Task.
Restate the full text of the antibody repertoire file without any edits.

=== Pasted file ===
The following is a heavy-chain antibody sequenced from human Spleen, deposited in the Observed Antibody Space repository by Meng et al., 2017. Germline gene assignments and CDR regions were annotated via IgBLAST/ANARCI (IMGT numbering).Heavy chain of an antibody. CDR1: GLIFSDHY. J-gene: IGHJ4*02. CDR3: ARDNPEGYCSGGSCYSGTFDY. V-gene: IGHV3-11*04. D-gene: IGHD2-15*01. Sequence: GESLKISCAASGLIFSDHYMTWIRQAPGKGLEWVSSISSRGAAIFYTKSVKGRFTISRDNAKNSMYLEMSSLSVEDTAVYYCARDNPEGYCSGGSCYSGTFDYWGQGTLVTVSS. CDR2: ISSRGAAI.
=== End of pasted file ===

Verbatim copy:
The following is a heavy-chain antibody sequenced from human Spleen, deposited in the Observed Antibody Space repository by Meng et al., 2017. Germline gene assignments and CDR regions were annotated via IgBLAST/ANARCI (IMGT numbering).Heavy chain of an antibody. CDR1: GLIFSDHY. J-gene: IGHJ4*02. CDR3: ARDNPEGYCSGGSCYSGTFDY. V-gene: IGHV3-11*04. D-gene: IGHD2-15*01. Sequence: GESLKISCAASGLIFSDHYMTWIRQAPGKGLEWVSSISSRGAAIFYTKSVKGRFTISRDNAKNSMYLEMSSLSVEDTAVYYCARDNPEGYCSGGSCYSGTFDYWGQGTLVTVSS. CDR2: ISSRGAAI.